British join Iraqis in Basra firefight
THE British Army yesterday fired artillery shells at Shi'ite militias in Basra for the first time since the Iraqi government launched a fresh offensive in the city six days ago.
The Ministry of Defence denied the move represented an escalation in the battle for Iraq's second city, but it will throw further doubt on plans to bring home 1,600 British troops this spring.
Major Tom Holloway, the British Army spokesman in Basra, said the artillery barrage on a mortar position in the al-Klalaf area of northern Basra was in response to a request from Iraqi ground forces.
British aircraft have conducted surveillance and precision-guided strikes but they had not previously been used to attack militia on the ground. On this occasion they were used as a warning to fighters on the ground.
Holloway said the Iraqi action against militiamen in the Basra area was a "complicated operation". He said: "I think we need to be prepared for this to run for a while."
Holloway said that while British troop levels were "constantly under review", it was up to military commanders and ministers to make decisions about future deployments.
Earlier, Defence Secretary Des Browne said British forces were "ready to respond" if the Iraqi forces wanted them to return to the frontline.
Browne said UK forces were providing the Iraqi government with medical care, logistics and air support in their battle against Shi'ite militias. He said the 4,100 heavily-armed troops based at Basra airport would only be redeployed at the request of the Iraqi security forces and with the approval of British commanders. "What we are seeing in Basra now is a deliberate Iraqi operation, mounted by Iraqi forces at the behest of the Iraqi Prime Minister. This operation is difficult and complex but its purpose – to disarm the extremist militias in Basra – is right and we support it.
"That it is happening at all is due to the first-rate training provided to the Iraqi security forces in southern Iraq over a number of years by UK and other coalition soldiers."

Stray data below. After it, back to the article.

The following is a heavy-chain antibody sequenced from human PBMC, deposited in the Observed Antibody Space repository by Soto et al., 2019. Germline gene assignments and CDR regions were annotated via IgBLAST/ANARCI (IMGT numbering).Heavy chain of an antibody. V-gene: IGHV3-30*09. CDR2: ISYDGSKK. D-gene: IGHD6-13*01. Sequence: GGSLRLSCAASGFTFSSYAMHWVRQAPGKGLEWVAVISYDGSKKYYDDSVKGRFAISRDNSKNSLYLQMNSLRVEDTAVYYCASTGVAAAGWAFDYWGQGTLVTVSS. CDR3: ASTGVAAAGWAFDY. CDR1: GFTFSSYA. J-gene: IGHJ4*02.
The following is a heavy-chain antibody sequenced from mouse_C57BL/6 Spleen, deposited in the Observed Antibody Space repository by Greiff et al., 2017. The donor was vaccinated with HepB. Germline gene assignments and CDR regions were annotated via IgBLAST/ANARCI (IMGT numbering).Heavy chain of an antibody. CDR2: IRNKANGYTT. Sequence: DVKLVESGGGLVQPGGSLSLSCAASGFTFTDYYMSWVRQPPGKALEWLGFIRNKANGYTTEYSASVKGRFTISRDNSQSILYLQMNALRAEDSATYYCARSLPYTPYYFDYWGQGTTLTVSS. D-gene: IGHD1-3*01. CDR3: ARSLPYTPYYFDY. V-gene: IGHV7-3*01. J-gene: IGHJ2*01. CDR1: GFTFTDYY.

He added: "We are monitoring the situation closely and are ready to respond as appropriate. If the Iraqis ask for additional support, any decision to commit further UK forces will be taken by military commanders in Iraq who are best placed to make those judgements."
Security in the southern city of Basra has steadily deteriorated – more than 130 people have been killed and 350 injured – since Iraqi Prime Minister Nouri al-Maliki launched an offensive against followers of the radical Shi'ite cleric Muqtada al-Sadr on Tuesday.
Al-Maliki said yesterday that he would not leave Basra until security had been restored. Al-Sadr made his views equally clear when he appealed, in an interview with al-Jazeera television, for Arab leaders to voice their support for their "resistance" against the "foreign occupation" of Iraq.
There have been intense street battles as Iraqi government forces struggle to contain the militants in Basra, the headquarters of the country's oil industry.
US jets yesterday widened the bombing of Basra when they dropped two precision-guided bombs on a suspected militia stronghold north of the city. Iraqi police said that earlier in the day a US warplane strafed a house and killed eight civilians, including two women and a child.
Some defence insiders concede that Prime Minister Gordon Brown is now unlikely to be able to keep to his commitment, made in a statement to the House of Commons in October, to cut British troop numbers to 2,500 from this spring.
The Ministry of Defence's official line is that the commitment still stands, although troop numbers are kept under constant review.
"It is still our intention to draw down troop levels but that is, of course, dictated by military conditions," said a spokesman.
US President George Bush has called the Iraqi government offensive "a defining moment in the history of a free Iraq".
Brown will go to Washington next month to talk to Bush about Iraq and a range of other security issues.
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